- Forks Are The Issue – I have had talks with Niner Bikes about the ceiling of the 29 inch wheel suspension platform. They actually have designs that can range up to 10 inches of rear wheel travel with zero issue, but the problem becomes the front fork and geometry. Even now…the options for 29er riders looking for more travel out of the front end are limited to 140mm and that selection is small. The fork manufacturers are going to have to figure out how to shove more travel into a smaller space and still keep the stiffness necessary to ride rougher terrain at speed. Niner has gotten around this with Manitou with a modified version of the Dorado inverted DH fork.
- Bigger Wheels Rely On Stiffer Wheel Builds – When you increase the distance between the axle and rim, you are creating more leverage and wheel flex. In an area where the wheels are depended upon heavily to keep a straight line and be dependable, there can be an issue with this increased stress.
- Modified Riding – The 29 inch wheel platform does not carve as quickly as a 26 inch sled. As Wade Simmons points out in his quote above, you are going to have to dramatically adjust how you attack corners and technical obstacles to overcome the larger mass and size of the wheels. In some situations, that might not be possible.
So What Do I Really Think About Larger Hoops And DH/FR?
I think we are going to see more people gravitate towards 29ers for more aggressive riding styles, especially the taller riders. Do I think it is going to overtake 26″ bikes…absolutely not. I like bikes to feel smaller and more maneuverable in rough, fast, technical riding, and I can not get that feeling out of a 29er. I can make the 29er feel fast, but for this rider it will not be my sled of choice for DH runs. For others…it might be…but for me…the positives do not outweigh what I get out of a longer travel 26 inch mountain bike.
What do you think?
Hit up the comments section below and let us know what you think about 29ers and Shore style riding.
Silence Is Golden – SS Rigid Singlespeed Ride
The past week or so has contained some stressful events both personally and professionally. As any seasoned mountain biker knows, the best way to shrug off the stress and get your head straight is to get out and ride…so that’s what I did. This past Saturday, I grabbed my rigid, SS, 29er and hit the trail with a friend. No cameras, no review product…nothing but the bike, the trail and my brain ready to explode if I didn’t get some quality spin time in quickly.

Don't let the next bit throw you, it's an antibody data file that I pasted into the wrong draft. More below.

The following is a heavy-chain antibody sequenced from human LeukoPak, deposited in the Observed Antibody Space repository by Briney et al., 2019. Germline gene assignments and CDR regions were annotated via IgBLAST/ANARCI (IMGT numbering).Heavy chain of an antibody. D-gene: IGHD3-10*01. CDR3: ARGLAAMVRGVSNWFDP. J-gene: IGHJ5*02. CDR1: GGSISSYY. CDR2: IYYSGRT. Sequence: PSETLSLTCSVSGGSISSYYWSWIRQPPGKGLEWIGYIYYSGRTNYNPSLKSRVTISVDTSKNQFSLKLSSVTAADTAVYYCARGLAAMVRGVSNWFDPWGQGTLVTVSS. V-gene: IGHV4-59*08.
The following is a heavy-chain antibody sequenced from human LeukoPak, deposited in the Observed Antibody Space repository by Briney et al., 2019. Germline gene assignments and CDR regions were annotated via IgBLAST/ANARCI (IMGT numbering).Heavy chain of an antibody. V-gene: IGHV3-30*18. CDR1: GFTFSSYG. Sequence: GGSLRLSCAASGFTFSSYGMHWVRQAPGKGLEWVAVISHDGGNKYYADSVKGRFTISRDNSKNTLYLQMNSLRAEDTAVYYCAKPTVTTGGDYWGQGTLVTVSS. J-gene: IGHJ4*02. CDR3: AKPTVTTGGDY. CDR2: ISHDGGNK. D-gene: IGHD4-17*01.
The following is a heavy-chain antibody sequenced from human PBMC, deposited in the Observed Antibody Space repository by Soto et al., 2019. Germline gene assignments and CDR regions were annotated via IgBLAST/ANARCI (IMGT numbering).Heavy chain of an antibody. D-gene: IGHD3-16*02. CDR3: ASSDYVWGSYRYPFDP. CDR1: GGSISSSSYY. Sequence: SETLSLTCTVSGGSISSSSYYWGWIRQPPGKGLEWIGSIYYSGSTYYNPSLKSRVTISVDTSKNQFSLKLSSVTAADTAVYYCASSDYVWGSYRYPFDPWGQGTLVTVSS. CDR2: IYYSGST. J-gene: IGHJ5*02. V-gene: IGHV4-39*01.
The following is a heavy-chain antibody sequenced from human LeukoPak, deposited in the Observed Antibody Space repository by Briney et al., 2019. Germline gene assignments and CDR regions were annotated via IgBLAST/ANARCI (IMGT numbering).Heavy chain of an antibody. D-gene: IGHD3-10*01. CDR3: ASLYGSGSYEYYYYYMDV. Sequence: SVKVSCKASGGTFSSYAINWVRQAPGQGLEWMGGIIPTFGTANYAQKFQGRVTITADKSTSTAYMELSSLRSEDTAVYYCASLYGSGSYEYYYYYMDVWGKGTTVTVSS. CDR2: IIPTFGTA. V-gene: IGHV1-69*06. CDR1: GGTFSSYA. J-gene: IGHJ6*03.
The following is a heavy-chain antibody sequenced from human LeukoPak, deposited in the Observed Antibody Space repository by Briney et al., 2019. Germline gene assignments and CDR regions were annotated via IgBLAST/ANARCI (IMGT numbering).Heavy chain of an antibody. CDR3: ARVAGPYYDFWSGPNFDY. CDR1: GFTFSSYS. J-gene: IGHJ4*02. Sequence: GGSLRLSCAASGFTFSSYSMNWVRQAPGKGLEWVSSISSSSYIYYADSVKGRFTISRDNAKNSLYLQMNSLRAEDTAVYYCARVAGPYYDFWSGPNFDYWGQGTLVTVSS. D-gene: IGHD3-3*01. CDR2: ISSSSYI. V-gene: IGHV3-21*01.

There are two things I know when I grab my SS.
- It is going to be painful – When you ride as many longer travel bikes as I do…grabbing the rigid, singlespeed insures that I am signing up for pain.
- It is going to be nice and quiet – A rigid, ss makes zero noise.
We loaded up the truck and hit the road ready to conquer the dirt without gears. For those of you that haven’t ridden a singlespeed or are wondering why you can’t just ride your geared back without shifting…the singlespeed experience is a different form of mountain biking all together. Prior to riding a dedicated SS sled, there is a misconception among many that just riding your geared bike without shifting is comparable…but in reality…it is not even close.
Wolfhound Rigid SS 29er
When I get out on my SS, there is a different aura surrounding the ride. There is a calmness before the ride that is unlike any other geared mountain bike excursion. It is almost as if I am preparing my body for the increased power requirement but with a solitude of quiet calmness. The ride I am about to complete is going to require a much different approach. The rigid platform is going to be unforgiving to my mistakes…the steep pitches and climbs are going to have to be attacked without the aid of an increased gear range…the downhills are going to have to be navigated with a precise line…and all of this is going to be done with only hearing the rubber of my tires gripping the dirt and the wind on the leaves.
When you ride a dedicated SS, the entire ride is different and one of my favorite aspects is that you have to think…but in a different way. I am no longer worrying about gear selection as that is replaced by getting creative with ways to keep momentum. I am not looking for the nastiest line to plow through…I need the fastest, smoothest line from point a to point b (which is just as challenging in technical terrain).
By the end of the ride on Saturday…my ass was officially kicked. I really need to get out on that bike more often as it completely exposes how lazy and sloppy I have let suspension let me get. Every single one of my mistakes comes glaring in the face as the rigid bike takes no prisoners. You either ride the section right…or get a sharp reminder of what you are doing wrong. Riding my rigid, singlespeed keeps me honest.